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Tightening supplies of gold could lead to higher prices in the 1990s, according to an annual survey published this week by a leading gold producer.

The report, by Consolidated Gold Fields, noted that the price of gold has failed to move spectacularly since the Soviet Union invasion of Afghanistan lifted bullion in January 1980 to an all-time high of $850 an ounce. But it said the metal may regain some of its luster this year as supplies tighten and demand improves."1989 was another record year for the gold market in virtually all respects but price," the survey said.

Although mine production in the West should rise modestly in 1990, Gold Fields predicts growth will lag behing the 7 percent increase in 1989 when supplies from mines were at a record 1,653 metric tons.

It said that Western supplies rose to 2,723 tons in 1989, 4 percent above 1988. Apart from Western mine production, other main supply sources were sales by central banks and the Soviet Union and from old or recycled gold scrap.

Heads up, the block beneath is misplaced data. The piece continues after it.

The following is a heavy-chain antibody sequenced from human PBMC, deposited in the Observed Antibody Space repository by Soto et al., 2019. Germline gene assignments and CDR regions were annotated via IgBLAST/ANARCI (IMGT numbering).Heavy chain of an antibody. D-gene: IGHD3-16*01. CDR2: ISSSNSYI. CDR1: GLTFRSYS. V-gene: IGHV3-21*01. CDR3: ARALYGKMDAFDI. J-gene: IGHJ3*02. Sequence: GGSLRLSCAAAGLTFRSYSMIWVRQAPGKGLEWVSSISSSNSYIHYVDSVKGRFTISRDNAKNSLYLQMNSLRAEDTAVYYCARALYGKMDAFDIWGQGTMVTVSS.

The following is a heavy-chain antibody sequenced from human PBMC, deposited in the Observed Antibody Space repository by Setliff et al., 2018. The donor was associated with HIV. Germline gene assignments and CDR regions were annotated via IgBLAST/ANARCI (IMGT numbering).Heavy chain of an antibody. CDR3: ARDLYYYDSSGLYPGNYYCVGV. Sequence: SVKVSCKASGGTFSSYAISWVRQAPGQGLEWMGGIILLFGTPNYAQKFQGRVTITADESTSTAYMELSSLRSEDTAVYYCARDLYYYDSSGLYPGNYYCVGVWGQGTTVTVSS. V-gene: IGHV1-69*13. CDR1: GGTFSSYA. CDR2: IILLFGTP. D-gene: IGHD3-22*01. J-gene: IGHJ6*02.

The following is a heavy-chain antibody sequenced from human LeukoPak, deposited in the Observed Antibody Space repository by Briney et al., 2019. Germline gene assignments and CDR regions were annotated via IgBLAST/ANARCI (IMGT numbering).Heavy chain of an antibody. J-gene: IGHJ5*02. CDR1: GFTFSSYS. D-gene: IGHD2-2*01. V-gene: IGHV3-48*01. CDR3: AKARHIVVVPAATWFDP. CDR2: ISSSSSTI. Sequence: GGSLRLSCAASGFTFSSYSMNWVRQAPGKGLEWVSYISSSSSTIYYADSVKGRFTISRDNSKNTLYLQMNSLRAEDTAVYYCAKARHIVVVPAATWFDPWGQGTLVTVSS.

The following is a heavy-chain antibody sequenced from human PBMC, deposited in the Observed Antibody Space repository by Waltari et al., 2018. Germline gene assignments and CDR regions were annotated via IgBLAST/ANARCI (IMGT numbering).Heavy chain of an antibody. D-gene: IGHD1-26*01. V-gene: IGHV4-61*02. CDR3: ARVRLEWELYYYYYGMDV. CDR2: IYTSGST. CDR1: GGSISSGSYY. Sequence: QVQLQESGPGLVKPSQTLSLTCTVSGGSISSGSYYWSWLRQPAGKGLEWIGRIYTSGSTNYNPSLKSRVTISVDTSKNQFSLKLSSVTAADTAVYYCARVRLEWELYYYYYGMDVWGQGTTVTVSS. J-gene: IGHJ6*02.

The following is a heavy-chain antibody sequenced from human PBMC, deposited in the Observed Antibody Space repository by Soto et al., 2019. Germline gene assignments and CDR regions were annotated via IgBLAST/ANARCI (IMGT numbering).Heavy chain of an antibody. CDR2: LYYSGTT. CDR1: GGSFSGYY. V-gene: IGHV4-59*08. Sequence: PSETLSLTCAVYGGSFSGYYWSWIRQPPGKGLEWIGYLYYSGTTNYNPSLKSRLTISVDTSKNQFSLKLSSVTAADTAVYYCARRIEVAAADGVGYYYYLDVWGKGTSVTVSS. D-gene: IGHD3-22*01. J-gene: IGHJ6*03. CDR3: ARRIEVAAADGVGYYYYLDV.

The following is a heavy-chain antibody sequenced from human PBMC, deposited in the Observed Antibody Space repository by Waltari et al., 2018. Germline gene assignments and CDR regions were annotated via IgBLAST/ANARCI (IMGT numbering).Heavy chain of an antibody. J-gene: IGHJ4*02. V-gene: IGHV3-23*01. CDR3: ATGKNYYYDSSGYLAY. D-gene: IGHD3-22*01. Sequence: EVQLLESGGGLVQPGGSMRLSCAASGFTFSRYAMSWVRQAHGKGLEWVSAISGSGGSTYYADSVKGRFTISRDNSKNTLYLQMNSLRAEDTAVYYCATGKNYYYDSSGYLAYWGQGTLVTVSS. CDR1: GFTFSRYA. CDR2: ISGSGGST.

Production growth was dominated by the United States, Australia and Canada, whose combined output overtook South Africa for the first time since 1911.

South African production last year fell 2 percent to 608 tons due to a decline in the quality of its gold grades, but the country still provided a fairly significant 37 percent of the Western world's supply.

Gold Fields said that future gold sales by central banks and lending of gold will be more cautious following the collapse of the New York brokerage firm Drexel Burnham Lambert, whose creditors include central banks which had lent gold to the company.

While Moscow remains under pressure to sell gold for essential foreign exchange needs, actual output from Soviet mines, the second-largest producer after South Africa, may decline in the present economic crisis.

A gold-backed ruble for use in foreign trade and the domestic issue of gold-backed bonds to soak up the enormous ruble overhang have been widely debated, the survey said.

But in practice an alternative strategy, in which the Soviet Union would initially use its gold reserves as a collateral for swaps is considered more likely.

The Soviet Union's net sales reached an estimated 296 tons in 1989, up from 263 tons in 1988.

Italian gold imports, used primarily in jewelry rose in the early part of the year over the same 1989 period. Although weakening consumer spending makes a repeat of the pace of demand in the past three years unlikely, "jewelery fabrication will remain the cornerstone of the gold market," Gold Fields said.